Topics
Human Resources and Worker Empowerment

Worker Survey

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In FY05/06 we shared a target that 100 percent of workers in focus factories would be surveyed. However, due to worker turnover and best-case response rates, we realized that 100-percent participation was not possible. We created a survey for factories to measure a statistically valid sampling of workers and revised the target accordingly. Surveys must be complete in advance of participating in HRM training and are referenced in the training.

One important first step in improving the lives of factory workers is for factory management to hear directly from them. We have integrated worker surveys into our HRM training.

In advance of the training, factories conduct a statistically relevant survey among workers that asks 70 questions about demographic information, employees' perception of pay and benefits, health and safety, management culture, hours worked, their empowerment as employees and general job satisfaction. We developed the survey in FY08, built on topics considered core to workers and validated with factories.

A third-party provider administers the survey through an on-site questionnaire, employee interviews and a factory tour. Results are reported confidentially to factory management and in aggregate to Nike.

In FY09, 24 factories in China and Vietnam participated in the training and conducted the worker surveys in advance of the training.

What We're Learning: Survey Results

The employee satisfaction survey has been administered by third-party service providers at 24 contract factories in Vietnam and China to date. The survey questions cover the following topics:

  • HR general status and factory regulation
  • Recruitment and selection
  • Training and development
  • Living conditions
  • Working environment
  • Safety and health
  • Work hours and overtime
  • Compensation and benefits
  • Performance management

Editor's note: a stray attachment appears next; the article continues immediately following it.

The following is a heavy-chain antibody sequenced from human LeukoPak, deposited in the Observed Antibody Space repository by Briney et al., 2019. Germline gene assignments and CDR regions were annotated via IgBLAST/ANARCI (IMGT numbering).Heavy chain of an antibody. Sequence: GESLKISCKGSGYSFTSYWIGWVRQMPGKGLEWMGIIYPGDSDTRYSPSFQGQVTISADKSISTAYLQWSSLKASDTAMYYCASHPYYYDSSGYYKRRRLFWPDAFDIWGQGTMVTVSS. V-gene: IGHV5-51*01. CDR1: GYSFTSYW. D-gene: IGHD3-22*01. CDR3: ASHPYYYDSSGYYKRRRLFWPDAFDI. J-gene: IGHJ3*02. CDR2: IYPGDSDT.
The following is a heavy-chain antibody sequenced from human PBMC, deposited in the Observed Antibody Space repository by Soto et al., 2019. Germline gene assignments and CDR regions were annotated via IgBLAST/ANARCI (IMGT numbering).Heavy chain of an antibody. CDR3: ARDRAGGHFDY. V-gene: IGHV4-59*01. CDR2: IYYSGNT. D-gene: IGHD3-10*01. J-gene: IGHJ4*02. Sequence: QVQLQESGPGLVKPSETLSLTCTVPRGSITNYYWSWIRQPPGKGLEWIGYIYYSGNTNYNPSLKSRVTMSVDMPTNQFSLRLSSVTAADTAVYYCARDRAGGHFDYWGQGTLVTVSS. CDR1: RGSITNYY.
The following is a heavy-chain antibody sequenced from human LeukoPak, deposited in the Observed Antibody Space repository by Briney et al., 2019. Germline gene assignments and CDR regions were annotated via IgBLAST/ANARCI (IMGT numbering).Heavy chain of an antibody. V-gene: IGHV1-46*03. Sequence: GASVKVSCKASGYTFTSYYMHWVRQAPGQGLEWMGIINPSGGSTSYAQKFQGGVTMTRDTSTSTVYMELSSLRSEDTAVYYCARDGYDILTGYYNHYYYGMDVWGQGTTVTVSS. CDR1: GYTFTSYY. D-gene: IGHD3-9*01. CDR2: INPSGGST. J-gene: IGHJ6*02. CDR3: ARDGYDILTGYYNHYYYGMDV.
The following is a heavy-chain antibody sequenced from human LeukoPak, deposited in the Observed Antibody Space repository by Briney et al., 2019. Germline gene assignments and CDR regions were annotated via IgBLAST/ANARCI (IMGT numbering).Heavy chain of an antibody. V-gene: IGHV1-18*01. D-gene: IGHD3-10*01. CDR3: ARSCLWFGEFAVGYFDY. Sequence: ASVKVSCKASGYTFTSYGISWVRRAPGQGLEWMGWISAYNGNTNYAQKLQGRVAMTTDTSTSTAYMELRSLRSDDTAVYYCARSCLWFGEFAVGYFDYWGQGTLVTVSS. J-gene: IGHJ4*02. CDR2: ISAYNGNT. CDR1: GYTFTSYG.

• Teamwork and supervision
  • Worker-management communication

Results Analysis

Overall analysis was conducted on the satisfaction scores of issues contained in the survey, and the correlation between these issues and overall employee satisfaction. The result can be summarized in order of priority as follows:

Worker Survey Results View Infographic
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Issues of High Satisfaction & High Importance (Quadrant I)

Quadrant I covers the issues that the workers are quite satisfied with and need to be maintained, and they are also quite related to overall satisfaction. The issues include training and development, that is, job skill training, supervisory skill training, training on factory rules and regulations and environment, health and safety training.

Issues of Low Satisfaction & High Importance (Quadrant II)

Quadrant II, representing the highest priority, covers the issues that the workers are not very satisfied with but highly related to overall satisfaction. Making improvement on these issues helps to enhance worker satisfaction. The issues include: behaviors of direct supervisor, communication between workers and management and living conditions.

Issues of Low Satisfaction & Low Importance (Quadrant III)

Quadrant III covers issues of low scores regarding satisfaction and low correlation to overall employee satisfaction such as night shift meal, food in the canteen and service attitude of factory clinic.

Issues of High Satisfaction & Low Importance (Quadrant IV)

Quadrant IV covers the issues that workers were very satisfied with, but had a lower correlation to overall satisfaction such as safety and health, training on factory rules and regulations and recreation facilities.

Ideally, all issues of poor performance should be addressed through improvements efforts. Due to limitation of resources, it is typically necessary for organizations to prioritize improvement activities to achieve maximum results. Analysis of employee satisfaction survey data and other sources of work force data can provide a valuable tool to maximize impact on overall employee satisfaction.

Results of the employee satisfaction survey have been incorporated into the HRM capacity building workshops, where factory HR, corporate responsibility and lean leaders worked together to prioritize and identify issues to address. During the HRM workshop, factory leaders learned about the Plan Do Check Act (PDCA) problem-solving technique. As part of this process, each factory created reports to clearly define gaps in current HRM systems and create action plans to address the gaps. Based on learnings from the employee satisfaction survey and the HRM capacity building, factories have started to implement the following improvement efforts:

  • Improve team lead management skills (6 factories)
  • Improve training systems (5 factories)
  • Increase employee satisfaction with front-line managers (5 factories)
  • Decrease turnover rate through targeted interventions (4 factories)
  • Improve HR organization effectiveness; improve annual leave process

Nike's Sustainable Manufacturing and Sourcing team and NOS senseis are following up with the factory teams to provide coaching and feedback during bimonthly HRM Learning Community meetings. Progress on HRM system improvement is also being measured through a series of key performance indicators.